by Keith Rosenberg, JD MA
The article is a discussion of the state of the US Real Estate Market and how investors should proceed with their investment in Commercial Real Estate.
HafeziCapital is pleased to present the first in a series of newsletters exploring the state of the US real estate market. Approximately once each quarter unless conditions warrant more frequent reports, we will attempt to capture the factors that are impacting the US real estate industry and provide insight into what opportunities are available in that market sector. First we will look at what we believe are the most important economic factors that effect the market. Then we will explore the US real estate market in comparison with other real estate market segments.
The Economy: Is It Better or Isn’t It?
Some of the news is good. Some of the news is not so good. The good news about the US real estate market is that all of the news is not bad and certainly not as bad as it has been. Employment is showing signs of improvement. The unemployment rate declined in December 2011 to 8.5%; 13.1 million unemployed. Long-term unemployment (unemployed for 27 weeks or more) stood at 5.6%. The economy saw an up tick in employment in retail; health care; leisure and hospitality; and a modest gain in manufacturing jobs. The trend continued in January with the unemployment rate dropping to 8.3% with strong jobs growth in manufacturing, construction, hospitality and health care.
The good employment news is offset by the not so good news. Unemployment among African American and Hispanics continues to be high. The unemployment numbers do not count those who are no longer eligible to collect unemployment benefits or are no longer actively seeking employment. If you count those individuals the number of unemployed may be has high as 20 million. The types of jobs that are being created pay lower wages. January unemployment numbers could be significant if seasonal workers leave the workforce. There is no indication that there will be a significant drop in unemployment in 2012.
Inflation is relatively flat at 3.0% for 2011 and consumer confidence was up slightly in December 2011 to 64.5. Consumer spending for the third quarter 2011 was adjusted to 2.0% of GDP; overall it is 3.5% of GDP for 2011 subject to adjustment. The Commerce Department reported on January 27, 2012 that the economy expanded by an annualized rate of 2.8% in 2011 still below the average annual growth rate since the end of World War II.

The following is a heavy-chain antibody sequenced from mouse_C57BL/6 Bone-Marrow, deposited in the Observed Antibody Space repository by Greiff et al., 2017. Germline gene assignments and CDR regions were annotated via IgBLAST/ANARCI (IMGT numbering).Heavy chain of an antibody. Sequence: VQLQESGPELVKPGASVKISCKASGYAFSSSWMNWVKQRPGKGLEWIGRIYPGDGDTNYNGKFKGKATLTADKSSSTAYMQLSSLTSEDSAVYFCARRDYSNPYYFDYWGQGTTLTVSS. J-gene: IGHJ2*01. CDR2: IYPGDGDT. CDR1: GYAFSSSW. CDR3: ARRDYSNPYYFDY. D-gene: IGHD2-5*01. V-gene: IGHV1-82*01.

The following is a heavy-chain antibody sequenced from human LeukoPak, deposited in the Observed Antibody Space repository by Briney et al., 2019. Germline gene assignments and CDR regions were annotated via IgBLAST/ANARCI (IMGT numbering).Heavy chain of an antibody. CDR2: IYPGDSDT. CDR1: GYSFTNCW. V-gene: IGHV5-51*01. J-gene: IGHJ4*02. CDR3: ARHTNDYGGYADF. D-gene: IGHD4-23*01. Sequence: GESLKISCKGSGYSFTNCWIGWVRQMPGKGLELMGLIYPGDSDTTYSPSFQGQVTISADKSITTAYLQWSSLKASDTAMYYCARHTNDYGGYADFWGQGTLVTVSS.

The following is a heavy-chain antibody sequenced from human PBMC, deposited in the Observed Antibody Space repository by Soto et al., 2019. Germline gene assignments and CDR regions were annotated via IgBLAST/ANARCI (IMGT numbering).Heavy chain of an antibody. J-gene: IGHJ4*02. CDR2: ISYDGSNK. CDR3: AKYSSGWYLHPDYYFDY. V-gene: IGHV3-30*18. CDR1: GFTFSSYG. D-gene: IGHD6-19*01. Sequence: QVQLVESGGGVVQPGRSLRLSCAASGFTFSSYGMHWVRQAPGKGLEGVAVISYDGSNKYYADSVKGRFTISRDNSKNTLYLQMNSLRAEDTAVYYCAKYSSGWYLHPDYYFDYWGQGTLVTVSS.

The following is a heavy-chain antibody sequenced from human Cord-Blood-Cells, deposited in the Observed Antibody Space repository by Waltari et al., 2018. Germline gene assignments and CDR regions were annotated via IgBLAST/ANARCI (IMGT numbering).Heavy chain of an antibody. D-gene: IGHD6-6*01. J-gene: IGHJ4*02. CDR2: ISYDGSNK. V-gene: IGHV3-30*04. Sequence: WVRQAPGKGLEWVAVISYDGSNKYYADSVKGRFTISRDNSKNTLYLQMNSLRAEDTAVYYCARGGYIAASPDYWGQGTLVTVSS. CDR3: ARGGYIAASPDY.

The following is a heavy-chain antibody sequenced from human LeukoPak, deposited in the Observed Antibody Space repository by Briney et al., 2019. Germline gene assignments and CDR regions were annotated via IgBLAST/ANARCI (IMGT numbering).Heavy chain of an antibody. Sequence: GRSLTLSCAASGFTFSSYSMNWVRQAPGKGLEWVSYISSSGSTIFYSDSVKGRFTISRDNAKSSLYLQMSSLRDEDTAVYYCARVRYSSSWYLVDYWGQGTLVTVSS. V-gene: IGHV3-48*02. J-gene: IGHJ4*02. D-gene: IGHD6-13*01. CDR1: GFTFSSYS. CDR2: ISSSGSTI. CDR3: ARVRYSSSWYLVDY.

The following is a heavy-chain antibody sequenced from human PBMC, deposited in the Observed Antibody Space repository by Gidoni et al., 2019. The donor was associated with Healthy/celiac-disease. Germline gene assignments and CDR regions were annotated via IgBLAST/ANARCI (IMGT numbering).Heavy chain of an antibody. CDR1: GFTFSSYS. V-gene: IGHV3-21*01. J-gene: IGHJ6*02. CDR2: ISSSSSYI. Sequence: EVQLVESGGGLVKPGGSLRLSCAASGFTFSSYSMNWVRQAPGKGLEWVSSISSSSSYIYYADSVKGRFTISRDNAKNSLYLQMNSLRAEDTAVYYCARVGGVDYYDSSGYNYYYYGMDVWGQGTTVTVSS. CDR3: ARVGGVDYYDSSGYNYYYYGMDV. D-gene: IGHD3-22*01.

The National Federation of Retailers (NFR) is looking for a drop in retail sales in 2012. Residential foreclosures have slowed, but we caution that the rate may pick up in 2012. There were 1.9 million homes that entered the foreclosure process in 2011 a drop of 34% over 2010. This is below the peak in 2010. The lower and slower rate may be the result of the “documentation” problems that stopped many foreclosures in 2011. The resolution of the foreclosure “paperwork” problems in 2012 may cause the foreclosure rate to spike.
“Foreclosures were in full delay mode in 2011, resulting in a dramatic drop in foreclosure activity for the year,” said Brandon Moore, chief executive officer of RealtyTrac. “The lack of clarity regarding many of the documentation and legal issues plaguing the foreclosure industry means that we are continuing to see a highly dysfunctional foreclosure process that is inefficiently dealing with delinquent mortgages — particularly in states with a judicial foreclosure process.”
“There were strong signs in the second half of 2011 that lenders are finally beginning to push through some of the delayed foreclosures in select local markets. We expect that trend to continue this year, boosting foreclosure activity for 2012 higher than it was in 2011, though still below the peak of 2010.”
The recent settlement reached between government and lenders over foreclosure practices, i.e., “robo-signing” paves the way for the foreclosures previously on hold to pick up. The business community is uncertain about the future of the economy. Although many large businesses have seen high profits and are sitting on cash, they (and financial institutions) are reluctant to invest. There is concern over where the economy is going: the European debt crisis is far from resolved; there is the presidential election;; and the impact of the health care reform are just a few of the issues that business is confronting. Small businesses are finding it difficult to borrow; and small businesses are the backbone of the U.S economy.